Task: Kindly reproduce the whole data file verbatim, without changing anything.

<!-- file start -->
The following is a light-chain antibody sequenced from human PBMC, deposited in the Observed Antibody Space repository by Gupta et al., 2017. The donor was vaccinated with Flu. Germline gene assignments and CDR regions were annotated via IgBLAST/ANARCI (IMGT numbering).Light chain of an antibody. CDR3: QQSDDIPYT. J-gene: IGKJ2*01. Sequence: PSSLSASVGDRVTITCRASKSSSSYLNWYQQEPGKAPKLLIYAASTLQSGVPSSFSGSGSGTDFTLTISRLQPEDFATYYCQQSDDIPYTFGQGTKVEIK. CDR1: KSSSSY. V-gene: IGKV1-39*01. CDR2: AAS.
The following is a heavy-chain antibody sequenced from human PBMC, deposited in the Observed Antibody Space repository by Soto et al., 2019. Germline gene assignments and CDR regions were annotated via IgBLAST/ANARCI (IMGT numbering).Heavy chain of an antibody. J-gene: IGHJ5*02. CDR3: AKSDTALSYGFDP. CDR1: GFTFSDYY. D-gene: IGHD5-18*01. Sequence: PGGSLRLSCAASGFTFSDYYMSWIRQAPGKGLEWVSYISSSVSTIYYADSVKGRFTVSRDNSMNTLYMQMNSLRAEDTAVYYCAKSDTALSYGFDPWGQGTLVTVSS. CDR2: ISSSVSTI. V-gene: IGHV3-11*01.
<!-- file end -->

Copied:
The following is a light-chain antibody sequenced from human PBMC, deposited in the Observed Antibody Space repository by Gupta et al., 2017. The donor was vaccinated with Flu. Germline gene assignments and CDR regions were annotated via IgBLAST/ANARCI (IMGT numbering).Light chain of an antibody. CDR3: QQSDDIPYT. J-gene: IGKJ2*01. Sequence: PSSLSASVGDRVTITCRASKSSSSYLNWYQQEPGKAPKLLIYAASTLQSGVPSSFSGSGSGTDFTLTISRLQPEDFATYYCQQSDDIPYTFGQGTKVEIK. CDR1: KSSSSY. V-gene: IGKV1-39*01. CDR2: AAS.
The following is a heavy-chain antibody sequenced from human PBMC, deposited in the Observed Antibody Space repository by Soto et al., 2019. Germline gene assignments and CDR regions were annotated via IgBLAST/ANARCI (IMGT numbering).Heavy chain of an antibody. J-gene: IGHJ5*02. CDR3: AKSDTALSYGFDP. CDR1: GFTFSDYY. D-gene: IGHD5-18*01. Sequence: PGGSLRLSCAASGFTFSDYYMSWIRQAPGKGLEWVSYISSSVSTIYYADSVKGRFTVSRDNSMNTLYMQMNSLRAEDTAVYYCAKSDTALSYGFDPWGQGTLVTVSS. CDR2: ISSSVSTI. V-gene: IGHV3-11*01.